In his prepared remarks, Akers did not mention IBM's late deliveries, but he stressed the industry's overcapacity and slowdown in demand. He said industrywide sales, which grew 15% a year for 25 years, have slowed to 8% to 10% a year for the past three years, with the fastest growth coming outside the United States.

"Competition is intense and increasing, with pressure on prices, earnings and margins," he said.

Akers forecast that IBM's domestic operations would see "substantially improved performance" next year, although he declined to be more specific about the size of the gains.

IBM said its "separation pay" program will offer eligible employees one week's pay for each six months of service, up to a maximum of one year's pay. Analysts, some of whom have faulted IBM for spending too much on severance and early retirement programs, noted that a severance package offered to some employees last year provided a maximum of two years' pay.

Also included in the cost-reduction package are several changes in accounting practices that are designed to make the IBM organization more cost-conscious.

Rather than amortizing development costs over a decade or longer, those costs will now be charged within five years or less. Similarly, non-cash charges entailed in acquisitions and joint ventures--so-called goodwill charges--will not be spread out over long periods as they have been in the past.

The accounting changes "mean costs are going to show up immediately on the bottom line, and that should have a big impact on the thinking of line managers," said Charlotte Walker, vice president of County NatWest Securities in New York.

Frank A. Metz, IBM's chief financial officer, said $500 million of the $2.3-billion charge will cover the cost of some of the accounting changes, another $500 million will cover costs of the separation payment program, and the remaining $1.3 billion involves the cost of consolidating businesses, reducing capacity and taking charges relating to the company's joint ventures and business alliances.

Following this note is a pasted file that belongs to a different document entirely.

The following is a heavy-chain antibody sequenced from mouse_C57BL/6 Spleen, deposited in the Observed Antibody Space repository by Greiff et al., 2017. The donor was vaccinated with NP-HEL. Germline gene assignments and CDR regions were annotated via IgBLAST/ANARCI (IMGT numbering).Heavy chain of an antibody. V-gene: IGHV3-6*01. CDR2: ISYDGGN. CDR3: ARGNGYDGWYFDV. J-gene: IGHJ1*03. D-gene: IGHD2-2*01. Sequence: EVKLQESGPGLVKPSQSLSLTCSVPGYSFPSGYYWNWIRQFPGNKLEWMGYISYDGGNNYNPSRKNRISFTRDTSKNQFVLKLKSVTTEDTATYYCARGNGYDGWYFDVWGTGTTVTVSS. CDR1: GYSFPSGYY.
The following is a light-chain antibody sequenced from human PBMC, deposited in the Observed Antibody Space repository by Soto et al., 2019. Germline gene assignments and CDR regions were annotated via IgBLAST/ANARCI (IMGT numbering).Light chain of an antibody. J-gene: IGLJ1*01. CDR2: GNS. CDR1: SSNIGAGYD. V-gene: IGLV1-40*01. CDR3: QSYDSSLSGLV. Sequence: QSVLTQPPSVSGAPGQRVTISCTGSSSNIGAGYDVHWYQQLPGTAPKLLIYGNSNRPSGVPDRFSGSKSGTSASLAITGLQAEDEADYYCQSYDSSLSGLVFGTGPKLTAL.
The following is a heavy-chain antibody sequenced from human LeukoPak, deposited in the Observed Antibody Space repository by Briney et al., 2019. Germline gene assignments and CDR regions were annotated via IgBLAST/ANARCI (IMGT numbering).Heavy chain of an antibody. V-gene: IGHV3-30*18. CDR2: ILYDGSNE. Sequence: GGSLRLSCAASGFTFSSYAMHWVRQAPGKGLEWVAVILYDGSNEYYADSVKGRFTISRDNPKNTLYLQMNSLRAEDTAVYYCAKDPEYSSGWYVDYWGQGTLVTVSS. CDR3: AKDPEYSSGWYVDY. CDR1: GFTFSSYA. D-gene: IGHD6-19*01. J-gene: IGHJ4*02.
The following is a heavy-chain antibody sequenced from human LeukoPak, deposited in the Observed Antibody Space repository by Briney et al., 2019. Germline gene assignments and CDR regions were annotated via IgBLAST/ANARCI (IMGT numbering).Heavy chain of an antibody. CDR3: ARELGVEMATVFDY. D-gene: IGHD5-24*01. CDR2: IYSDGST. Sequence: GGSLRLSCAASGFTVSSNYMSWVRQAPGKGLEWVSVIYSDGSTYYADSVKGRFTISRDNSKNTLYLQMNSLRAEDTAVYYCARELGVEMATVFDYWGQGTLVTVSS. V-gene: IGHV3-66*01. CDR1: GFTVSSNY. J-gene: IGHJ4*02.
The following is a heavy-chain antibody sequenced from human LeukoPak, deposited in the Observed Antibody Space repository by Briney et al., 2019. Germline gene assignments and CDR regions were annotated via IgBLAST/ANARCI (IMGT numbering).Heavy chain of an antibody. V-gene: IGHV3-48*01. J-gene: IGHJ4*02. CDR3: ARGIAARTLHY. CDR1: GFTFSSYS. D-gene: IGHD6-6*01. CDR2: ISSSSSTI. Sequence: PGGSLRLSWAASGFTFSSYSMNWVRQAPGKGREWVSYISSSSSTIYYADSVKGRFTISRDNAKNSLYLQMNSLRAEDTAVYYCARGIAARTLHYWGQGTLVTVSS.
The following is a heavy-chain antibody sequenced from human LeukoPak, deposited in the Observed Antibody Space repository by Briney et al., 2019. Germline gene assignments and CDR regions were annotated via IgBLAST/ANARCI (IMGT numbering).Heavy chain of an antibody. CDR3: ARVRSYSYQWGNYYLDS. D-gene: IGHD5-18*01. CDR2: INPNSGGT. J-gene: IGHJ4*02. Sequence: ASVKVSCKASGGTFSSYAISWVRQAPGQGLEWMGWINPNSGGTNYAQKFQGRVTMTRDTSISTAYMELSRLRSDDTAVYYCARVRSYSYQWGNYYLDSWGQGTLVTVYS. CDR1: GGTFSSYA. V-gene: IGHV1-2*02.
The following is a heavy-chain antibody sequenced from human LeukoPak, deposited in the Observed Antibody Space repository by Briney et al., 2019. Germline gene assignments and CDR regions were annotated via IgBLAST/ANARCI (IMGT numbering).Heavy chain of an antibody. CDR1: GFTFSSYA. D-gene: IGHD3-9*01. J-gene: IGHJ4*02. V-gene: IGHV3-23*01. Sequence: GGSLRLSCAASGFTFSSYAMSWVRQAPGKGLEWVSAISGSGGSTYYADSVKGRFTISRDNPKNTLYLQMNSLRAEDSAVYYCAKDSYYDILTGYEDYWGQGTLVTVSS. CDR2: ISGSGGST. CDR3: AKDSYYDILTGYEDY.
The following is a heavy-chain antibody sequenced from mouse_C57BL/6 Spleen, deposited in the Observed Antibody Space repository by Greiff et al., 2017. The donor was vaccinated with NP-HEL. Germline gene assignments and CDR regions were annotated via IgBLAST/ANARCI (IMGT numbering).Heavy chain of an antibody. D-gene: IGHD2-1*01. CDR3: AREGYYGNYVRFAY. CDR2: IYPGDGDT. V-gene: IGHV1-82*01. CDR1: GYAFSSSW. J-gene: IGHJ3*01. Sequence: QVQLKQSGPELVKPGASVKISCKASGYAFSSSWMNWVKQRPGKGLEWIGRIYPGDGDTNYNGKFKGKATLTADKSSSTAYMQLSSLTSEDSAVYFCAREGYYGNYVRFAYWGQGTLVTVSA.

The $2.3-billion charge will cut IBM's fourth-quarter earnings by $2.25 a share.

Barry Tarasoff, analyst with the Wertheim Schroder brokerage in New York, said the $1-billion in annual savings would not go far in bolstering IBM's results in a difficult time. "If they lose 1 1/2 points on their (profit margin), it will cancel that $1 billion right out," he said.

Tarasoff said sharper work force cutbacks were the only way to substantially reduce costs because 45% of IBM's costs are in its payroll. He forecast the company's U.S. revenue will grow 4% to 5% next year.

IBM earned $5.81 billion, or $9.80 a share, on revenue of $59.68 billion in 1988. Many analysts have been estimating the company would earn between $9.25 and $9.50 a share this year, and $10 a share or less in 1990.

The stock repurchase plan, which was approved by IBM's board, will extend a 3-year-old stock buyback program that has already spent about $6.5 billion. Metz said about one-third of the money used for the purchases will come from borrowings.

BACKGROUND

IBM has engaged in a number of job-cutting programs since 1986. In September, 1986, Big Blue announced retirement incentives that were accepted by 15,000 employees. In June, 1988, the firm announced "separation incentives" that 7,000 employees accepted. In September, IBM offered separation incentives to employees in selected skill groups; between 600 and 1,000 are expected to accept.

IBM AT A GLANCE

The Armonk, N.Y., firm is the world's largest computer company.

Year ended Dec. 31 1988 1987 Revenue (millions) $59,681 $55,256 Net income (millions) $5,806 $5,258

Employees 383,000

Shares outstanding 578,775,584

12-month price range $96-$130.875

Tuesday close $99.625